Monitoring and reviewing risks in your organisation
THE TAKEAWAY: A risk management program is never finished. New risks will emerge and existing risks will disappear. You have to stay on top of it.
This is the final step in a seven-stage process of successfully tackling risk management in your organisation (go to the Insurance and Risk Management Help Centre for information about the other steps.
It is highly recommended that your organisation establish a process to monitor (continual assessment of what has been implemented) and review (a periodic assessment of the effectiveness of your actions and the environment you operate in) your risk management strategy.
This is vital because risk is not static. New risks will emerge and existing risks will disappear. Risks that you have already acknowledged may become more or less frequent, severe or relevant to your organisation. Your risk management strategy should be a fluid document that is regularly updated to take account of changes in your organisation.
Changes to your risk profile will result from changes in your organisation (your focus may shift from outdoor to indoor activities, for example, or your membership might become older), and from changes in the outside world that you have no control over (changes in the law, new technology and changes in society).
There are a number of useful ways to ensure effective monitoring and reviewing of your risk management strategy.
You need to set timelines and deadlines for ensuring risks are managed and treated. Make sure the most urgent risks are dealt with first.
Write down when things need to be checked and tick them off your risk register when they've been completed.
You will also need to make a note of when that area should be reviewed again.
The regularity of your review will depend on the activity in question. For example, smoke detectors may only need to be checked once a year but the surface of a basketball court may need to be inspected before and after each game.
It's important that you investigate and record any accidents or near-misses. This will provide you with a document trail in case you need to justify your actions, but it will also help you to avoid similar incidents happening again.
Investigate the incident - what went wrong? Why? What could have prevented it? Document the details of the incident and the answers to those questions for future reference. And act on the information.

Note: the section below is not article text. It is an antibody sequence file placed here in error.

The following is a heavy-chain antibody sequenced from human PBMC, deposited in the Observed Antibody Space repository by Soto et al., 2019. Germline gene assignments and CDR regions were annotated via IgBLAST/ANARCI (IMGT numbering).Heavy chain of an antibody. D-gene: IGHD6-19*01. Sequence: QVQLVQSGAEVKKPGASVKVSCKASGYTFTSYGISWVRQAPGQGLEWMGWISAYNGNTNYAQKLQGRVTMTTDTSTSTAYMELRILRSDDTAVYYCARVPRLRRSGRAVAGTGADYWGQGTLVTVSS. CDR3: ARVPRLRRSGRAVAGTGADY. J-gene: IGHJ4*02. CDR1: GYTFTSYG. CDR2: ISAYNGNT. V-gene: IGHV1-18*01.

Records you should keep include:
- Minutes of meetings - noting important decisions and the reasons for them
- File notes - a record of important conversations in person or on the phone
- Training records - documenting any training undertaken by staff or volunteers
- Incident records - notes taken or forms completed in the event of any injury or incident.
You should be consistent in the type of information you gather in relation to any incident and any investigation of the surrounding circumstances. It is a good idea to have a specific form for this kind of record.
Your records should also include regular reviews of the effectiveness of the risk management strategy itself. Ask questions such as:
- How effective is our risk management strategy?
- Are measures working the way they are supposed to?
- How accurate is the risk assessment process? Are all risks being identified?
- Have risk treatment methods made our organisation safer?
- Are safety procedures being followed?
- Are safety records accurate, consistent and up to date?
The process of monitoring and reviewing your risk management strategy may result in documented administrative procedures such as policies, guidelines, codes of practice and rules.
Produce a resource for staff/members/volunteers
Your risk management guide should include sections that invite feedback from your members on whether the risk management strategy is working.
Often it will be people "on the ground" who are best able to see what works and what doesn't, and who will be the first to notice any changes in the nature of risks faced by your organisation - new risks arising, existing risks disappearing or changing.
Adopt and follow procedures
"Good policies and procedures, always followed" should be the risk management mantra for any not-for-profit organisation.
A range of sample policies and procedures are available for downloading at www.ourcommunity.com.au/policybank.
You should also have a process in place for dealing with complaints, suggestions and other feedback from your staff, volunteers, members and the general public.
It's is important that the monitoring and reviewing of your risk management strategy is open and inclusive so that everyone connected with your organisation feels a part of the continual process of risk management, in its development, implementation and evaluation. This goes hand in hand with effective communication, which you should be working on through every step of the risk management process.